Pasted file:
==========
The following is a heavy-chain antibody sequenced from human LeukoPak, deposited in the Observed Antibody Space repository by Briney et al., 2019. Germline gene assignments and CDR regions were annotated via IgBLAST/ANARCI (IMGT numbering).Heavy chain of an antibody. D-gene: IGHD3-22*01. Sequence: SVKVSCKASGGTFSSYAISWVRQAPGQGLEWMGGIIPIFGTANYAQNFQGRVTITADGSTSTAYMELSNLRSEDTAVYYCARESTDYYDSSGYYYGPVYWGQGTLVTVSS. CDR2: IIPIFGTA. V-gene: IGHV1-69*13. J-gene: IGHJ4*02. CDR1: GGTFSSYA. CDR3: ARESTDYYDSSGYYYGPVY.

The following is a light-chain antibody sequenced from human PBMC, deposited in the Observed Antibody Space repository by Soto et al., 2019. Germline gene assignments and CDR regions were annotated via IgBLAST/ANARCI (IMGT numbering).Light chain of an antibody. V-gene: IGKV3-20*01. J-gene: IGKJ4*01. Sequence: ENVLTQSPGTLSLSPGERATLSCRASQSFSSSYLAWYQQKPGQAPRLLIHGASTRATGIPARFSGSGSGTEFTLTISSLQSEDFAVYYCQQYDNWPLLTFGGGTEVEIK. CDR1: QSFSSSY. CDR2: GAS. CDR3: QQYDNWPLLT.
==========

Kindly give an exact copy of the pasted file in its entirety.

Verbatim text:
The following is a heavy-chain antibody sequenced from human LeukoPak, deposited in the Observed Antibody Space repository by Briney et al., 2019. Germline gene assignments and CDR regions were annotated via IgBLAST/ANARCI (IMGT numbering).Heavy chain of an antibody. D-gene: IGHD3-22*01. Sequence: SVKVSCKASGGTFSSYAISWVRQAPGQGLEWMGGIIPIFGTANYAQNFQGRVTITADGSTSTAYMELSNLRSEDTAVYYCARESTDYYDSSGYYYGPVYWGQGTLVTVSS. CDR2: IIPIFGTA. V-gene: IGHV1-69*13. J-gene: IGHJ4*02. CDR1: GGTFSSYA. CDR3: ARESTDYYDSSGYYYGPVY.

The following is a light-chain antibody sequenced from human PBMC, deposited in the Observed Antibody Space repository by Soto et al., 2019. Germline gene assignments and CDR regions were annotated via IgBLAST/ANARCI (IMGT numbering).Light chain of an antibody. V-gene: IGKV3-20*01. J-gene: IGKJ4*01. Sequence: ENVLTQSPGTLSLSPGERATLSCRASQSFSSSYLAWYQQKPGQAPRLLIHGASTRATGIPARFSGSGSGTEFTLTISSLQSEDFAVYYCQQYDNWPLLTFGGGTEVEIK. CDR1: QSFSSSY. CDR2: GAS. CDR3: QQYDNWPLLT.